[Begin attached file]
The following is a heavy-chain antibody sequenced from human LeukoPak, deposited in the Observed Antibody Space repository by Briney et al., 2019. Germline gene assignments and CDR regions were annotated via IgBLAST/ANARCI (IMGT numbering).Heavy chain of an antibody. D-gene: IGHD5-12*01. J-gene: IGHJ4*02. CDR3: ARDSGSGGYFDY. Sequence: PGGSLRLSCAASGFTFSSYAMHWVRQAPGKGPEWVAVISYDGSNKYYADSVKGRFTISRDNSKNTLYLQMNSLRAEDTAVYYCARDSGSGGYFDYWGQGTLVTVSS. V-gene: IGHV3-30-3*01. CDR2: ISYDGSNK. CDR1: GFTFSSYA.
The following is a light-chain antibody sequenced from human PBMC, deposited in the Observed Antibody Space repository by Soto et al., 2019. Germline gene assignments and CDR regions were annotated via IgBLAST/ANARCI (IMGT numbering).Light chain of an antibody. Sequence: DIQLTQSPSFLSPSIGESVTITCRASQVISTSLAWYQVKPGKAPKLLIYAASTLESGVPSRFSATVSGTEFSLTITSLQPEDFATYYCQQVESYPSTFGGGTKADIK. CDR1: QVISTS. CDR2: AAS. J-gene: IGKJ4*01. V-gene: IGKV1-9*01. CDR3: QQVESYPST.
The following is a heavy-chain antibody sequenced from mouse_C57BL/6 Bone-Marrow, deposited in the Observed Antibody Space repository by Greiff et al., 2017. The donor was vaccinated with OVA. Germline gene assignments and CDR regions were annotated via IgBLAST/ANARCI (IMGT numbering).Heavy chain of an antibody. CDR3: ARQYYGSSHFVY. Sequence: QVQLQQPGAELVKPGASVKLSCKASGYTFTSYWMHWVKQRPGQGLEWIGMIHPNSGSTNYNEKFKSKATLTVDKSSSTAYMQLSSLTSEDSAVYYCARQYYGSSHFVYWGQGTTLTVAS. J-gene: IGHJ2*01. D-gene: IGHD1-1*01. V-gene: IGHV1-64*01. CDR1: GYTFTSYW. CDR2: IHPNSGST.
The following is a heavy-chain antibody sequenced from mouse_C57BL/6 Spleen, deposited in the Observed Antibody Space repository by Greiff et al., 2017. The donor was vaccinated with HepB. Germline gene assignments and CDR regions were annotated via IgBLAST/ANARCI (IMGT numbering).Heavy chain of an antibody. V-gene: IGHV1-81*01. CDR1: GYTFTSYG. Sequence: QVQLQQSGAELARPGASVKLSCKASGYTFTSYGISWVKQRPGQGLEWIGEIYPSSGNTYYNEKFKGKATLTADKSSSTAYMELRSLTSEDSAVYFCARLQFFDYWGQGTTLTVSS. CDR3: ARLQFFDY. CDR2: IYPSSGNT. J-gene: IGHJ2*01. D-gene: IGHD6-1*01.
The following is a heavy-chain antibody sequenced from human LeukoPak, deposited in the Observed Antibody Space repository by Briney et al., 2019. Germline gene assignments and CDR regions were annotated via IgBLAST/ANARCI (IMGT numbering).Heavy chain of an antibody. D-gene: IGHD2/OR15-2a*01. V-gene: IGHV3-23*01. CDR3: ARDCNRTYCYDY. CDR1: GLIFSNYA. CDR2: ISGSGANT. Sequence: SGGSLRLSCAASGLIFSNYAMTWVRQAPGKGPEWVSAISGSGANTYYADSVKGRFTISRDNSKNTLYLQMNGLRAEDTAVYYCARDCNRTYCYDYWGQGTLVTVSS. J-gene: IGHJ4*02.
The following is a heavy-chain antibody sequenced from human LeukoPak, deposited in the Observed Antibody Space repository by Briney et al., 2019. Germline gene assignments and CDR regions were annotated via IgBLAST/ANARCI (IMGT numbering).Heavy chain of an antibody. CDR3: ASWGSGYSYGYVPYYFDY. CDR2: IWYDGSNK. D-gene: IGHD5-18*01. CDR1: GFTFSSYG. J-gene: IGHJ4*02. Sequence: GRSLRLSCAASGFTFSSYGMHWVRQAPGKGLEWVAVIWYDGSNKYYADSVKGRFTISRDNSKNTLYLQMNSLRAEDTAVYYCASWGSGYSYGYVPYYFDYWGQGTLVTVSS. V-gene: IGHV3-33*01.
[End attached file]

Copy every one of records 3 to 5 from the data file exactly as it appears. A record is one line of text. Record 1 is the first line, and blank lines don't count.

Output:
The following is a heavy-chain antibody sequenced from mouse_C57BL/6 Bone-Marrow, deposited in the Observed Antibody Space repository by Greiff et al., 2017. The donor was vaccinated with OVA. Germline gene assignments and CDR regions were annotated via IgBLAST/ANARCI (IMGT numbering).Heavy chain of an antibody. CDR3: ARQYYGSSHFVY. Sequence: QVQLQQPGAELVKPGASVKLSCKASGYTFTSYWMHWVKQRPGQGLEWIGMIHPNSGSTNYNEKFKSKATLTVDKSSSTAYMQLSSLTSEDSAVYYCARQYYGSSHFVYWGQGTTLTVAS. J-gene: IGHJ2*01. D-gene: IGHD1-1*01. V-gene: IGHV1-64*01. CDR1: GYTFTSYW. CDR2: IHPNSGST.
The following is a heavy-chain antibody sequenced from mouse_C57BL/6 Spleen, deposited in the Observed Antibody Space repository by Greiff et al., 2017. The donor was vaccinated with HepB. Germline gene assignments and CDR regions were annotated via IgBLAST/ANARCI (IMGT numbering).Heavy chain of an antibody. V-gene: IGHV1-81*01. CDR1: GYTFTSYG. Sequence: QVQLQQSGAELARPGASVKLSCKASGYTFTSYGISWVKQRPGQGLEWIGEIYPSSGNTYYNEKFKGKATLTADKSSSTAYMELRSLTSEDSAVYFCARLQFFDYWGQGTTLTVSS. CDR3: ARLQFFDY. CDR2: IYPSSGNT. J-gene: IGHJ2*01. D-gene: IGHD6-1*01.
The following is a heavy-chain antibody sequenced from human LeukoPak, deposited in the Observed Antibody Space repository by Briney et al., 2019. Germline gene assignments and CDR regions were annotated via IgBLAST/ANARCI (IMGT numbering).Heavy chain of an antibody. D-gene: IGHD2/OR15-2a*01. V-gene: IGHV3-23*01. CDR3: ARDCNRTYCYDY. CDR1: GLIFSNYA. CDR2: ISGSGANT. Sequence: SGGSLRLSCAASGLIFSNYAMTWVRQAPGKGPEWVSAISGSGANTYYADSVKGRFTISRDNSKNTLYLQMNGLRAEDTAVYYCARDCNRTYCYDYWGQGTLVTVSS. J-gene: IGHJ4*02.